When Patrick Sinclair and his husband, Marty Forth, moved to Hong Kong, they took a step back in time. Hong Kong doesn’t recognize same-sex marriage or civil partnerships. That meant Sinclair, a former assistant U.S. attorney in New York who was joining a multinational law firm, couldn’t sponsor Forth for the visa that opposite-sex spouses typically receive. Instead, Forth entered Hong Kong as a visitor and had to make cross-border trips to avoid overstaying his short-term visa. He also couldn’t get a job or join a business, according to Immigration Department rules for visitors. “There’s an emotional toll to it,” Forth says. “You’re not counted. You’re not included.”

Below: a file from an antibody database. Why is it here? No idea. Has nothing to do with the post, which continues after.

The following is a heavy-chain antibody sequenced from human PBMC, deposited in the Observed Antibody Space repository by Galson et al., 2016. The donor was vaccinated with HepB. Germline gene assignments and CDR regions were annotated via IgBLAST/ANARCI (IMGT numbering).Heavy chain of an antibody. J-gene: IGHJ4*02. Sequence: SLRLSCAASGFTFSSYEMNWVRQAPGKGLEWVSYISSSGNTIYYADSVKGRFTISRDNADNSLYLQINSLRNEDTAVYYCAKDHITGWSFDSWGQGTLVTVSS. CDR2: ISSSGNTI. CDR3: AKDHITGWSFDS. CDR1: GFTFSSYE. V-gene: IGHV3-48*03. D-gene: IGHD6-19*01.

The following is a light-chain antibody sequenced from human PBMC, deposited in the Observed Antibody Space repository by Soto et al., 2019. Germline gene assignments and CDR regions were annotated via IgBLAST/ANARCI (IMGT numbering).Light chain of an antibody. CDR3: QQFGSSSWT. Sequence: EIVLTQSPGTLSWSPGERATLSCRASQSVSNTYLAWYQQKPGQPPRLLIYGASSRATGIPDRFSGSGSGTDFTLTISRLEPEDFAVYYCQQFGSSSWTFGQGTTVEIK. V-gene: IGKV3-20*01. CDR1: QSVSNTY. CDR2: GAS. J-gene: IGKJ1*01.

As they fight against their second-class status, LGBT people in Hong Kong have allies in the city’s crucial financial sector. Goldman Sachs Group, BlackRock, and Deutsche Bank are among 15 financial institutions that have filed an application with the city’s high court in a landmark case on LGBT rights, according to a statement released on April 12 by Davis Polk & Wardwell, the law firm representing them and where Sinclair is a partner. (He isn’t working on the case.) The companies are supporting a British woman who sued after being denied a visa as a dependent of her same-sex civil partner. She won a court ruling in her favor, but the government is appealing it.